ESPN, Lebron ‘overkill’ complaints are nonsense

ESPN’s Lebron Show: If everybody’s talking about it, how is it overkill?

By ADAM BUCKMAN

NEW YORK, July 9, 2010 — So many complaints about one measly TV special, you would think ESPN had committed a capitol crime.

Sure, the Lebron prime-time special — an entire hour (and more, when you consider the wall-to-wall coverage ESPN devoted to the subject before and after) — was overdone.   Yes, everyone who labeled it “overkill” was correct — it WAS overkill.

But having said that, I have to ask: What’s the harm?

The overkill complaint is the same one leveled at TV and the rest of the media every time there’s a big story that everyone seems to cover at once from a dozen different angles.  That amounts to a lot of coverage, certainly, but on behalf of the entire media (which never asked me to act as spokesman), I have to plead not guilty to the overkill accusation.

What do people expect the media to do when there’s a big story — not cover it?  I hate to inform the entire world of this, but we have a lot of media.  It’s on television, it’s on the radio, it’s in print, it’s on the Internet.  Get used to it; it’s here to stay.

The Lebron story was big news for the simple reason that a lot of people were interested in it.  Otherwise, we wouldn’t be talking about it now — complaining about the ESPN show, railing about Lebron’s lack of loyalty to Cleveland and the state of Ohio, and everything else.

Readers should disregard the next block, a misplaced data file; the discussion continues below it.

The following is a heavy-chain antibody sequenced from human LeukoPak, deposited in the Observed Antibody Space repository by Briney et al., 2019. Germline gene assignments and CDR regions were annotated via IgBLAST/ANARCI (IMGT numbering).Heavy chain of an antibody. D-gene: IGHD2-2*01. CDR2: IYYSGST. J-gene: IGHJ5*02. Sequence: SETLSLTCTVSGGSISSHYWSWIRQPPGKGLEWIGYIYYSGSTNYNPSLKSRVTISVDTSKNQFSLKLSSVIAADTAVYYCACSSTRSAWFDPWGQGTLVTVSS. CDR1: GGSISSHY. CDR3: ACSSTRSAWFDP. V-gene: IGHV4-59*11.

At such times, if you’re a news organization and you choose to not cover the moment’s big story, or perhaps under-cover it, then you’ve made a decision to drop out of the news media.

That’s not how it works, folks — at such times, everyone covers the Big Story or no one does.   There’s no in-between.  And in the case of ESPN in particular, this network is a sports-news network — of course they’re going to cover this Lebron story like it’s the inauguration of a president.  They’d be crazy not to.

It is true that ESPN’s quickie production was subpar — for reasons having nothing to do with the story’s relative importance.  The production of this show amounted to little more than a bunch of lights in an old gymnasium.  What irked me most was the time it took to get to the announcement, which took all of five seconds for Lebron to utter.  A day before the telecast, a top-ranking ESPN exec insisted the announcement would come 10 or 15 minutes into the broadcast.  Instead, it came about 22-25 minutes into it, which only goes to teach us once again how slippery the statements of TV execs can be.

But that’s not really news, is it?  What was news was Lebron James’ plans for his future, and what effect that would have on his new team and the market in which he decided to play (in this case, Miami).

Was it overkill?  Maybe, but just for one evening.  News stories come and news stories go.  Sure, ESPN devoted an entire evening (and the better part of a day or maybe even a week) to Lebron James.

It was, for a brief time in the scheme of things, the biggest story in the world, right up until the next one came along.

Contact Adam Buckman: AdamBuckman14@gmail.com

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